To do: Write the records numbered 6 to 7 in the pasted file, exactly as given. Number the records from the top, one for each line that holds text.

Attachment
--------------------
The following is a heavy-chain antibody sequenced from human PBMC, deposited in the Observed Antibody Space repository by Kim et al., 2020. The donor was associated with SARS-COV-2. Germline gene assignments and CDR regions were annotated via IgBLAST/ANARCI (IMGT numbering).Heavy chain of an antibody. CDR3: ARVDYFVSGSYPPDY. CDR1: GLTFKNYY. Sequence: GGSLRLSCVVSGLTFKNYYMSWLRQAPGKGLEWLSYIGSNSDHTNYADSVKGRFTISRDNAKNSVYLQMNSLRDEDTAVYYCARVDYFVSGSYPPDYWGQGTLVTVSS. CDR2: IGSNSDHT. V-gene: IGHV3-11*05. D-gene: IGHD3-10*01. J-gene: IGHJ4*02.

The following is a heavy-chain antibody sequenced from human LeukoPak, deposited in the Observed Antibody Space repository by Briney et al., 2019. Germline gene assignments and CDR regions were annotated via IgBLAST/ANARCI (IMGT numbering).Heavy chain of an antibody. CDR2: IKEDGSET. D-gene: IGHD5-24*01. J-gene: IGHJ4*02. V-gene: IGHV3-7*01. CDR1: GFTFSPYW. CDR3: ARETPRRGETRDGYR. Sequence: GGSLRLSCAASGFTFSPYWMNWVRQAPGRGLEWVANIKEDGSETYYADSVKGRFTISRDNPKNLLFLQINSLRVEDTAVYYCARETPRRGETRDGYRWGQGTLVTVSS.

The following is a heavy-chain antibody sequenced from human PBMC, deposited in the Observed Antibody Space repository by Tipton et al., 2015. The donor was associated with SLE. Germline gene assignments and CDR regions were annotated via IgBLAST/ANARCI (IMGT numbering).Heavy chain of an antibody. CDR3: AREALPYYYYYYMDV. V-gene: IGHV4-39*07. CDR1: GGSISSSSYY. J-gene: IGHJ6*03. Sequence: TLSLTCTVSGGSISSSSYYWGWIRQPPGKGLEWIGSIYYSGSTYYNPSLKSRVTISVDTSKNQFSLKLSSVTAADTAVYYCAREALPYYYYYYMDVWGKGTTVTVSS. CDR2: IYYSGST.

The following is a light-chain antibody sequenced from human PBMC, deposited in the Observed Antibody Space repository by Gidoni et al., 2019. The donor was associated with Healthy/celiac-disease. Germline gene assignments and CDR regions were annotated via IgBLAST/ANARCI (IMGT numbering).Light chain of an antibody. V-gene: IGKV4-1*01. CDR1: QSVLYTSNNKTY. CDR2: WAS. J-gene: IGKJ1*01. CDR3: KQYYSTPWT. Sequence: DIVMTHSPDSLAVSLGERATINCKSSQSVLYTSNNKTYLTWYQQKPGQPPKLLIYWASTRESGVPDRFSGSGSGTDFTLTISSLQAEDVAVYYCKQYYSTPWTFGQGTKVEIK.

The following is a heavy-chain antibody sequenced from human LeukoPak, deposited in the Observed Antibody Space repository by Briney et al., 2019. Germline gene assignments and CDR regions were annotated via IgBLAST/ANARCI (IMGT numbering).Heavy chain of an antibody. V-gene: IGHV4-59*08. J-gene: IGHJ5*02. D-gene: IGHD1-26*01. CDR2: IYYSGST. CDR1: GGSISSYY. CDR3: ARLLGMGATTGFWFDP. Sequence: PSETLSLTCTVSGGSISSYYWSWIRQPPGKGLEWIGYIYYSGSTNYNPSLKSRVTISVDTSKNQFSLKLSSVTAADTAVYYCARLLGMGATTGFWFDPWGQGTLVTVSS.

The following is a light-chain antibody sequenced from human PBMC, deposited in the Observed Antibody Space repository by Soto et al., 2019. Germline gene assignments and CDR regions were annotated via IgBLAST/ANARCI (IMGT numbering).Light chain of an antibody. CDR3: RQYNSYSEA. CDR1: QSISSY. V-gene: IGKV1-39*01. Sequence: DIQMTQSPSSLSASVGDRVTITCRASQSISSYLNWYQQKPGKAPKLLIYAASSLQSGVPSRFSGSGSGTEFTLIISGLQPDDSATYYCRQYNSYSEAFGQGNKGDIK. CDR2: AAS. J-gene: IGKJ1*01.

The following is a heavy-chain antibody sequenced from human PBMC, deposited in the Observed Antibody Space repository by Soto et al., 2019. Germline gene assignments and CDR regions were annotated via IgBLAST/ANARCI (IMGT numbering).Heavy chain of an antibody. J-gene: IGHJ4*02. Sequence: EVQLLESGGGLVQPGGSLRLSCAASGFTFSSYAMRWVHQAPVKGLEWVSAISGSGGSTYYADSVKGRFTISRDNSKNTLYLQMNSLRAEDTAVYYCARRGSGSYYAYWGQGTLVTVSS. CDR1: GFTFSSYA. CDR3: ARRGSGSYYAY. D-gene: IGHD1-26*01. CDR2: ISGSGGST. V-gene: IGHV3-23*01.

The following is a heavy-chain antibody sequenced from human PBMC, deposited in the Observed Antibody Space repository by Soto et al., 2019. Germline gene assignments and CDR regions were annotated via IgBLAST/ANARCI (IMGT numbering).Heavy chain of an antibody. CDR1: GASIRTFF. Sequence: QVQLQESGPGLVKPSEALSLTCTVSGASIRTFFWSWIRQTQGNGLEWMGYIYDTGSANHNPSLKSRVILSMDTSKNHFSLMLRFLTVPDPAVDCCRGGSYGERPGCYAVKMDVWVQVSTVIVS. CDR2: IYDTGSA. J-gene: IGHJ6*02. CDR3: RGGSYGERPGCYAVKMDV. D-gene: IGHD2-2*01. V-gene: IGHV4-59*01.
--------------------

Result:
The following is a light-chain antibody sequenced from human PBMC, deposited in the Observed Antibody Space repository by Soto et al., 2019. Germline gene assignments and CDR regions were annotated via IgBLAST/ANARCI (IMGT numbering).Light chain of an antibody. CDR3: RQYNSYSEA. CDR1: QSISSY. V-gene: IGKV1-39*01. Sequence: DIQMTQSPSSLSASVGDRVTITCRASQSISSYLNWYQQKPGKAPKLLIYAASSLQSGVPSRFSGSGSGTEFTLIISGLQPDDSATYYCRQYNSYSEAFGQGNKGDIK. CDR2: AAS. J-gene: IGKJ1*01.

The following is a heavy-chain antibody sequenced from human PBMC, deposited in the Observed Antibody Space repository by Soto et al., 2019. Germline gene assignments and CDR regions were annotated via IgBLAST/ANARCI (IMGT numbering).Heavy chain of an antibody. J-gene: IGHJ4*02. Sequence: EVQLLESGGGLVQPGGSLRLSCAASGFTFSSYAMRWVHQAPVKGLEWVSAISGSGGSTYYADSVKGRFTISRDNSKNTLYLQMNSLRAEDTAVYYCARRGSGSYYAYWGQGTLVTVSS. CDR1: GFTFSSYA. CDR3: ARRGSGSYYAY. D-gene: IGHD1-26*01. CDR2: ISGSGGST. V-gene: IGHV3-23*01.